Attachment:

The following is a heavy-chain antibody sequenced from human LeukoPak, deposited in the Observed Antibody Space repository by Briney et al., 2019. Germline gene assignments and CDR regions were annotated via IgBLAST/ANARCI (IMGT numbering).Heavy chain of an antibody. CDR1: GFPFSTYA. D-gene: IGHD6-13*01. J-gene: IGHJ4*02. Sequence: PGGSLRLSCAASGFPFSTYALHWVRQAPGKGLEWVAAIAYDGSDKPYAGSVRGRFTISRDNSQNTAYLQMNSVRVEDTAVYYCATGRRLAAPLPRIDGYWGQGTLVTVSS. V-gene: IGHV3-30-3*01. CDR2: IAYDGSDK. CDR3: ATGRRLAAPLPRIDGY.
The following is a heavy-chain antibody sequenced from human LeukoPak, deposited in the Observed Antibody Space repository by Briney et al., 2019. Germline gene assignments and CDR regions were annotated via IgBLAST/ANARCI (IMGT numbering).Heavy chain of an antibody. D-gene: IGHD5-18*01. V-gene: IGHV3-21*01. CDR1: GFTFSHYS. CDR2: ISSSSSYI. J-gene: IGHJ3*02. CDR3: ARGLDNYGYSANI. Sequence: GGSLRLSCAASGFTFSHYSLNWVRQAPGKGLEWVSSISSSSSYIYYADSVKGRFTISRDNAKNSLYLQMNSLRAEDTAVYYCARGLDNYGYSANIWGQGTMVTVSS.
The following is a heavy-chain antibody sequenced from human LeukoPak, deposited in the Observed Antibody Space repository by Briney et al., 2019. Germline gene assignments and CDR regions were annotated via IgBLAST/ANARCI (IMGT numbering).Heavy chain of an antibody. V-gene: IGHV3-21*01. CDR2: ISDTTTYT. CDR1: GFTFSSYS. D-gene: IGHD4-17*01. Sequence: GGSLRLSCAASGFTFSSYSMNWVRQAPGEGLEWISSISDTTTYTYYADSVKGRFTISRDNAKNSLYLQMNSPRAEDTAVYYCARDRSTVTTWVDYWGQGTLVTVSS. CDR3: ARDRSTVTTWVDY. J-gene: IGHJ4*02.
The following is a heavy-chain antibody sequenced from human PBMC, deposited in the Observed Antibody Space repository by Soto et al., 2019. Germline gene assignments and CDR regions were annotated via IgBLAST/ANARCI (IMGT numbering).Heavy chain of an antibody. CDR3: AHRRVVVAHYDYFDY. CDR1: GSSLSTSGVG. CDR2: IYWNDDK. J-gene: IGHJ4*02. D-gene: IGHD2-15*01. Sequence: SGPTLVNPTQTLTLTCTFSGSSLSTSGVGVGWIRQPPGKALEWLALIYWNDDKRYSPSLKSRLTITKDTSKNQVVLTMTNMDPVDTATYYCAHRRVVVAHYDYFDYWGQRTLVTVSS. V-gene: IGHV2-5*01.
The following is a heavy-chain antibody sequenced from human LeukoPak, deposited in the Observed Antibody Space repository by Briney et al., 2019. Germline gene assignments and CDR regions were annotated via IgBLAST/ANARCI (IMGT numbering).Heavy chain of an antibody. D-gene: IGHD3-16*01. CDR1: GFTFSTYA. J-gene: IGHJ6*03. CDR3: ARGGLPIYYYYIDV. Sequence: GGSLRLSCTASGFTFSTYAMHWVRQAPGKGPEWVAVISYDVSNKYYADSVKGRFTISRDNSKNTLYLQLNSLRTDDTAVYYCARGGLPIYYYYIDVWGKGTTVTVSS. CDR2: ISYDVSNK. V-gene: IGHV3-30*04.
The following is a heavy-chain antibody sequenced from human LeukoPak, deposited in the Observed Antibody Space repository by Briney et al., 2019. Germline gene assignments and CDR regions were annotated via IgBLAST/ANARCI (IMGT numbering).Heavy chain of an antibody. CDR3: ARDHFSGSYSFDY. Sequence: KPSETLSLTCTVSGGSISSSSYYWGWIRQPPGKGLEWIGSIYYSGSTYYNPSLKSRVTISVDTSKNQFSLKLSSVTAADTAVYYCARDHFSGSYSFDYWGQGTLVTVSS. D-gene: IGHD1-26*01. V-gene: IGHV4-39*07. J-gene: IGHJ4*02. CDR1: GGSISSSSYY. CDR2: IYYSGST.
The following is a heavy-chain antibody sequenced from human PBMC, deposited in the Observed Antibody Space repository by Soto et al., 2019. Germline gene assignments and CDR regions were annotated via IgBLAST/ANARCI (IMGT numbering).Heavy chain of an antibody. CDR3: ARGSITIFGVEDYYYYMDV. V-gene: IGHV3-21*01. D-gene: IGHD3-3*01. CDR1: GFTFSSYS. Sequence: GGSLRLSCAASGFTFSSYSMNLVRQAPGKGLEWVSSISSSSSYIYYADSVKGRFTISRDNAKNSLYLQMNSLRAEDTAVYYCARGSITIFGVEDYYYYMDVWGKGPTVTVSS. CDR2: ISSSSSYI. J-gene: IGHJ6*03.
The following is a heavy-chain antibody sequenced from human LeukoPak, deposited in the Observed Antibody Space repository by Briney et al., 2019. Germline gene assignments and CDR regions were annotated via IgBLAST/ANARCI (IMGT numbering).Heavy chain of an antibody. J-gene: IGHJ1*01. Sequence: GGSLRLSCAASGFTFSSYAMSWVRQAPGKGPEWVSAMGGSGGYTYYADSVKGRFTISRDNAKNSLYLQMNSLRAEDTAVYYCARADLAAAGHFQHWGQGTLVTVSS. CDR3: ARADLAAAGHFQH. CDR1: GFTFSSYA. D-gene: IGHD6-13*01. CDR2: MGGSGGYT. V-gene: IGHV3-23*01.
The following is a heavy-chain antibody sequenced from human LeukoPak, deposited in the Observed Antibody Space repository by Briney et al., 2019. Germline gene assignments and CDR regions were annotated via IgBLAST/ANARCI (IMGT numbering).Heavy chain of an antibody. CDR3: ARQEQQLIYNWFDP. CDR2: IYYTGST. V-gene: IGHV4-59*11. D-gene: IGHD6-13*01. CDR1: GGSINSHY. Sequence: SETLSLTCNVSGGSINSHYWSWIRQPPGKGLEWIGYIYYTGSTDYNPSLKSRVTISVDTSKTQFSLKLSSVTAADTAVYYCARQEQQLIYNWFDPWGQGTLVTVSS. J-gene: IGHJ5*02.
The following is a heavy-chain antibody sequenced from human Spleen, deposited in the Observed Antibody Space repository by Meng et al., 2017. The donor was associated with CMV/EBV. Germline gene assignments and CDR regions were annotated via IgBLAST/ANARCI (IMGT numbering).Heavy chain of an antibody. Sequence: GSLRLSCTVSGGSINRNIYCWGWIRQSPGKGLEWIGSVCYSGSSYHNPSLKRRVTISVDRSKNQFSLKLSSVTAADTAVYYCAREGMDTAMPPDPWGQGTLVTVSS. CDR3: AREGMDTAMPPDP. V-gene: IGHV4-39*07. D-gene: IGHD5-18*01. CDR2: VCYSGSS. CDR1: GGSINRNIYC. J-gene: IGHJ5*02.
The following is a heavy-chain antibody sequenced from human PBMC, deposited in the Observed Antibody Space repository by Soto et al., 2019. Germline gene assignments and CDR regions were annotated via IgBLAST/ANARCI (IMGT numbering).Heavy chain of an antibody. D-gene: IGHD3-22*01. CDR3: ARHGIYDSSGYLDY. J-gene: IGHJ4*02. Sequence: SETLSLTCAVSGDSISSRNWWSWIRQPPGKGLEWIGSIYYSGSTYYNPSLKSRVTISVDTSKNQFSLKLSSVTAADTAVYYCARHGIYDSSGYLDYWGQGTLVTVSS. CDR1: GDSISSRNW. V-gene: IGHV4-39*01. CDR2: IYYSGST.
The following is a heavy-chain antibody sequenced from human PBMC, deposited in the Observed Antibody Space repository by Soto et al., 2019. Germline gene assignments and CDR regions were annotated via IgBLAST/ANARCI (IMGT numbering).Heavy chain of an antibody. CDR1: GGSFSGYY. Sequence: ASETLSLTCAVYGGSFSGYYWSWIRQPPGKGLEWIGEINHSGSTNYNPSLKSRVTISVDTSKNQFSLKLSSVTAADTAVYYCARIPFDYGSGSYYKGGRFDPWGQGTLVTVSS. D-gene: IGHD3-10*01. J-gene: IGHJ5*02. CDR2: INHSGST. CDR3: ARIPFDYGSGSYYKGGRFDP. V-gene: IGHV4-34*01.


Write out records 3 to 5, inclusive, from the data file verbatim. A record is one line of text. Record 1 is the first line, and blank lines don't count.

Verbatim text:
The following is a heavy-chain antibody sequenced from human LeukoPak, deposited in the Observed Antibody Space repository by Briney et al., 2019. Germline gene assignments and CDR regions were annotated via IgBLAST/ANARCI (IMGT numbering).Heavy chain of an antibody. V-gene: IGHV3-21*01. CDR2: ISDTTTYT. CDR1: GFTFSSYS. D-gene: IGHD4-17*01. Sequence: GGSLRLSCAASGFTFSSYSMNWVRQAPGEGLEWISSISDTTTYTYYADSVKGRFTISRDNAKNSLYLQMNSPRAEDTAVYYCARDRSTVTTWVDYWGQGTLVTVSS. CDR3: ARDRSTVTTWVDY. J-gene: IGHJ4*02.
The following is a heavy-chain antibody sequenced from human PBMC, deposited in the Observed Antibody Space repository by Soto et al., 2019. Germline gene assignments and CDR regions were annotated via IgBLAST/ANARCI (IMGT numbering).Heavy chain of an antibody. CDR3: AHRRVVVAHYDYFDY. CDR1: GSSLSTSGVG. CDR2: IYWNDDK. J-gene: IGHJ4*02. D-gene: IGHD2-15*01. Sequence: SGPTLVNPTQTLTLTCTFSGSSLSTSGVGVGWIRQPPGKALEWLALIYWNDDKRYSPSLKSRLTITKDTSKNQVVLTMTNMDPVDTATYYCAHRRVVVAHYDYFDYWGQRTLVTVSS. V-gene: IGHV2-5*01.
The following is a heavy-chain antibody sequenced from human LeukoPak, deposited in the Observed Antibody Space repository by Briney et al., 2019. Germline gene assignments and CDR regions were annotated via IgBLAST/ANARCI (IMGT numbering).Heavy chain of an antibody. D-gene: IGHD3-16*01. CDR1: GFTFSTYA. J-gene: IGHJ6*03. CDR3: ARGGLPIYYYYIDV. Sequence: GGSLRLSCTASGFTFSTYAMHWVRQAPGKGPEWVAVISYDVSNKYYADSVKGRFTISRDNSKNTLYLQLNSLRTDDTAVYYCARGGLPIYYYYIDVWGKGTTVTVSS. CDR2: ISYDVSNK. V-gene: IGHV3-30*04.